Letherby, Gayle (2003) Feminist Research in Theory and Practice, Buckingham, Philadelphia: Open University Press (ch. 5 ‘Whose life is it anyway? Issues of power, empowerment, ethics and responsibility’ and ch. 6 ‘Texts of many lives: the implications for feminist research’).

Maynard, Mary and June Purvis, (eds) (1994) Researching Women's Lives, London: Taylor and Francis (especially articles by Ann Phoenix, Beverley Skeggs, Miriam Glucksmann and Janet Holland and Caroline Ramazanoglu).

Radway, Janice (1991) Reading the Romance, University of North Carolina Press (first published 1984).

Renzetti C. and R. Lee, (eds) (1993) Researching Sensitive Topics, London: Sage.

Roberts, Helen (1990) (ed.) Doing Feminist Research, London: Routledge. (Articles by Oakley and Pettigrew).

Stacey, Judith (1988) 'Can there be a Feminist Ethnography?' Women’s Studies International Forum, Vol. 11, No. 1, pp. 21-27.

Stacey, Jackie (1994) ‘Hollywood Memories’, Screen, Vol. 35, No. 4, Winter, pp. 317-335.

Standing, Kay (1998) ‘Writing the Voices of the Less Powerful: Research on Lone Mothers’ in J. Ribbens, and R. Edwards (eds.) Feminist Dilemmas in Qualitative Research: Public Knowledge and Private Lives, London: Sage.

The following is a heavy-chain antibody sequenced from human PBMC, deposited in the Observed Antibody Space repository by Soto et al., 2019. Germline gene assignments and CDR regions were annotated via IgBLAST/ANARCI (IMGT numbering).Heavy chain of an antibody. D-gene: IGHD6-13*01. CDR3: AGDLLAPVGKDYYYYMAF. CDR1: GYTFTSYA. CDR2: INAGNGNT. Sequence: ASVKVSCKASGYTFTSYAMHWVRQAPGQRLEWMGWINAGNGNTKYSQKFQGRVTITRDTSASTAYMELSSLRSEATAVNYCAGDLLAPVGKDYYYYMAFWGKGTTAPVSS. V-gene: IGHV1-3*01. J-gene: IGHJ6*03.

Thurston, Richard (1996) ‘Are you sitting comfortably? Men’s storytelling, masculinities, prison culture and violence’, in Mairtin Mac and Ghaill (ed.) Understanding Masculinities, Buckingham and Philadelphia: Open University Press, pp. 139-152.

Wilkinson, Sue and Celia Kitzinger (1997) ‘Validating Women’s Experience? Dilemmas in Feminist Research’, Feminism & Psychology, Vol. 7, No. 4, pp. 566-574.

Wolkowitz, Carol, (1995) Homeworking Women, London: Sage (Chapter 2 ‘Finding out about Homeworking’).

Week Eight: Difference, Diversity and Representing the ‘Other’

Caroline Wright